Death to the Link Brokers
In addition to the recent commotion on jobs that wont exist in the future, I would like to add Link Brokers to that list. From a professional search engine optimizer stand-point, these guys are worthless and offer nothing valuable to my clients. There are many reasons as to why you should stand clear of these guys, but I will cover three:
- Over Priced
But before I jump right in and discuss these reasons, lets look at the history of the link brokerage industry.
The link brokerage industry was built on the fact that building incoming links to your website will help boost its position within search engines. With the increasing popularity and understanding of SEO, many companies have sprang up to help those that are searching for incoming links (these could be SEO companies, an in-house SEO specialist, or just someone trying to do it themselves).
For example, Text Link Ads was founded in 2003 by Patrick Gavin and Bill Fish later to be acquired by MediaWhiz in late 2006. Among others, Text Link Ads is by far the most popular. As an advertiser, you submit your contact details, budget, and a brief description of what you are looking for. A link broker is then assigned to your account, and which he/she will try to match you up with related websites that fit your overall strategy and budget. You even have access to their inventory for custom control. Sounds great right? Not really – its actually garbage. Here’s why…
Reason 1: Obvious
Google has stated numerous times that purchasing links to affect search rankings is against their Webmaster Guidelines and they will take action. They even provide an easy way for competitors to rat you out. But how is it obvious? Lets work with an example, please visit www.blogtrepreneur.com and view the screenshot to the right. From my review, the following stands out from an obvious point-of-view:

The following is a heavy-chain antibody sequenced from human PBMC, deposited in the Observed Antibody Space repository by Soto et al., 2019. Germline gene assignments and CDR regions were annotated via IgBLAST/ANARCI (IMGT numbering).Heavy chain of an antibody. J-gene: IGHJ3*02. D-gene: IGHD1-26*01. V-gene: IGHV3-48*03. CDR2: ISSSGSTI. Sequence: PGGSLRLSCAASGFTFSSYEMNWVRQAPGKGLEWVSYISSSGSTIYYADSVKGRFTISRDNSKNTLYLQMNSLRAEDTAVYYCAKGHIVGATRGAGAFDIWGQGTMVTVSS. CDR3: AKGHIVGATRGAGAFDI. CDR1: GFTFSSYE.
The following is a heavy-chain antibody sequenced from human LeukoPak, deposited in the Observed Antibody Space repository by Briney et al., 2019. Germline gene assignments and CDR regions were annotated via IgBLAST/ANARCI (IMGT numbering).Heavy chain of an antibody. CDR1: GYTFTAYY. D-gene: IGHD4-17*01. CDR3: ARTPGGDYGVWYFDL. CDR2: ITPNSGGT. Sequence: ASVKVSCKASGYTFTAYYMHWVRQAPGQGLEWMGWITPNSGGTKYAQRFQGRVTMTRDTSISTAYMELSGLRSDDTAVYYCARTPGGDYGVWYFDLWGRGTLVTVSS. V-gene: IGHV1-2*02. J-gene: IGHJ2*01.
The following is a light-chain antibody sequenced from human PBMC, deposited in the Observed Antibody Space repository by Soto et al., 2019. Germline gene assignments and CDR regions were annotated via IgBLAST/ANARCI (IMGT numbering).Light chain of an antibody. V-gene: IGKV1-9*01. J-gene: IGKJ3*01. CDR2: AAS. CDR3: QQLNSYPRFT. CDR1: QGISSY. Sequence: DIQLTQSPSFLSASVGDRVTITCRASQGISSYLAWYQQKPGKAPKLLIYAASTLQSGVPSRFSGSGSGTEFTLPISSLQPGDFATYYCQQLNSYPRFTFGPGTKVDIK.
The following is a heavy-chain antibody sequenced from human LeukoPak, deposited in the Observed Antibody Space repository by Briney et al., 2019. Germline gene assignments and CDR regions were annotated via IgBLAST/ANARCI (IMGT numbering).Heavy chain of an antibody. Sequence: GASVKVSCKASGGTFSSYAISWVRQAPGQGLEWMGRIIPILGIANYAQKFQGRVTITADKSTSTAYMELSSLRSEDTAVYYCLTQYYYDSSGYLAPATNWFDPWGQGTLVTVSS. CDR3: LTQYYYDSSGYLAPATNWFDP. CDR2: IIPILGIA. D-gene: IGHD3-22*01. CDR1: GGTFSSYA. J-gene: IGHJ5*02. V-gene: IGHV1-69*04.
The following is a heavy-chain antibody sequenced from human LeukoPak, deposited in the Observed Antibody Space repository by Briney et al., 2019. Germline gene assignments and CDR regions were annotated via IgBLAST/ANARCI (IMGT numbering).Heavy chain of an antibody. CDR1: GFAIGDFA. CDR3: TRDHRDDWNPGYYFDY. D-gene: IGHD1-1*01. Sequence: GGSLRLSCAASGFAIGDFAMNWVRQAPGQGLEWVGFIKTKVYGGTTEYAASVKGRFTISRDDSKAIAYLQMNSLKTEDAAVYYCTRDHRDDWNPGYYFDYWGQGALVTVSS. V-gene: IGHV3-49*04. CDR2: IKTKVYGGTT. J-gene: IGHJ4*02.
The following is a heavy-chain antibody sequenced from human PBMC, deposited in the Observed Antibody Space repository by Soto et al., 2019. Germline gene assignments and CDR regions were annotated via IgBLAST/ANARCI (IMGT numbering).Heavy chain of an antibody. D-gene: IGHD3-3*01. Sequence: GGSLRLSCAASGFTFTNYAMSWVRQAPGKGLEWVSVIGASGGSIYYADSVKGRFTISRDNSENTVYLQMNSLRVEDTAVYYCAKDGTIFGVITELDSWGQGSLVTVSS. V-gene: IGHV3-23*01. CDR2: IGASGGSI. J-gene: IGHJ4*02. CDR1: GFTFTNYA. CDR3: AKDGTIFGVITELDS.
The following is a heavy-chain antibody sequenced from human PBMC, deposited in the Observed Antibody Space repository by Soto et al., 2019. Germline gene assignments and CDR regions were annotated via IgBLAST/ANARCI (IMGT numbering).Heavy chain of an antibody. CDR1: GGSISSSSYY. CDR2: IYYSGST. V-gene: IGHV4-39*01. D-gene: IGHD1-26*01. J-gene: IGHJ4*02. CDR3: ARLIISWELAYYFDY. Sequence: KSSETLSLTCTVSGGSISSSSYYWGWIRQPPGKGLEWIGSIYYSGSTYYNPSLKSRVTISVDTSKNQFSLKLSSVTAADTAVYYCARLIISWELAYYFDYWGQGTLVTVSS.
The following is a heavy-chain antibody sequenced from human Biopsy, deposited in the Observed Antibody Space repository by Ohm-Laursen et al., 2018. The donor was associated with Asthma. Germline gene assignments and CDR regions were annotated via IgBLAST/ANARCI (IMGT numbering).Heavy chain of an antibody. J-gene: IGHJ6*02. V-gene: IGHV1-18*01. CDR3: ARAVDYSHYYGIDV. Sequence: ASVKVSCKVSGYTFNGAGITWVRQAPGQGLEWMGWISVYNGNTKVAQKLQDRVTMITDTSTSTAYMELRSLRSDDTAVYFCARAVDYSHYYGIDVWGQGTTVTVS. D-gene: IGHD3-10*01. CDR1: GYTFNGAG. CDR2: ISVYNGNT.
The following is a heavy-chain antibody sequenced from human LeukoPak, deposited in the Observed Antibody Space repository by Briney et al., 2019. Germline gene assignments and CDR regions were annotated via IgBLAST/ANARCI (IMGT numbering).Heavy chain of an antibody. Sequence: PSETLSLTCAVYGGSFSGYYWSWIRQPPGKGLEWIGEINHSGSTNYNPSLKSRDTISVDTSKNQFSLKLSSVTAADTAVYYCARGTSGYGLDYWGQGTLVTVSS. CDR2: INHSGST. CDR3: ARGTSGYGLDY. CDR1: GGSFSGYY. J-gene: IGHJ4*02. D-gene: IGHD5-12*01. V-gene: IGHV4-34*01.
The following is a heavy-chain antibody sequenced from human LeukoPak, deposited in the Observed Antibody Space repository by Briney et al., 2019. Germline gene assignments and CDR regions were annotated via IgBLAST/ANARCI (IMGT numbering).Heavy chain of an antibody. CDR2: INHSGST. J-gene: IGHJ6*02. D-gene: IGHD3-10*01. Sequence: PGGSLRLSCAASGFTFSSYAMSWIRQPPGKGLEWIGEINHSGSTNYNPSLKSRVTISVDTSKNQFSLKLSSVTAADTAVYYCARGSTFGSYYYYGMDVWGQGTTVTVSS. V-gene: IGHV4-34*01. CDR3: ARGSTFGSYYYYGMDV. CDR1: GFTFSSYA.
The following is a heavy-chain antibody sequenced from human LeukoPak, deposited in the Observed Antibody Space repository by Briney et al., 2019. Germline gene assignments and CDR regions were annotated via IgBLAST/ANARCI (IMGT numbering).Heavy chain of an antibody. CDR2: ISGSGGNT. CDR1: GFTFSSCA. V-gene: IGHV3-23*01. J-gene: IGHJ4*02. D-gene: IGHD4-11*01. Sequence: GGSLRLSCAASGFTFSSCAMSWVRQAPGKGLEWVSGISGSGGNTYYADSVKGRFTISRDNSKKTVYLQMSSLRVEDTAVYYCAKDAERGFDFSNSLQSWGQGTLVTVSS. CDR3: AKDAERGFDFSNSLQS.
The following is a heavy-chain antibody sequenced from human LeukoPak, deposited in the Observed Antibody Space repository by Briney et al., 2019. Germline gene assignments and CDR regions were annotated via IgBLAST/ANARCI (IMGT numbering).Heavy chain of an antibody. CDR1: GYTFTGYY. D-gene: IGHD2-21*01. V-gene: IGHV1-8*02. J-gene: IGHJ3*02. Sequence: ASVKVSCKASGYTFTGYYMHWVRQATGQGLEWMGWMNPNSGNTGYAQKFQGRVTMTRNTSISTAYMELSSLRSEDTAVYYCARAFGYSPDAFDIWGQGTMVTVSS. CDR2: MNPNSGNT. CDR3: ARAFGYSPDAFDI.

- Each line has two to four words
- All words are linked
- Its in a list element
- There is no capitalization consistency
- No No-Follow tags (while this is necessary for improving ranks, it is surely a factor Google looks for when above factors are positive)
- Links are generally low quality
I am sure there are many others you yourself could come up with too. So to put it simply, when you purchase from these large link brokers – you are thrown into a list just list this. This is not hard at all to spot by either a competitor or a search engine, such as Google! Again, garbage.
Also, in some cases, the direct name of the website or even the URL is given. A quick search of the name, or type-in gives you direct access to the website. While this can be great for reviewing the overall quality of the website you want to purchase ADs from, Google can do this as well!
Reason 2: Quality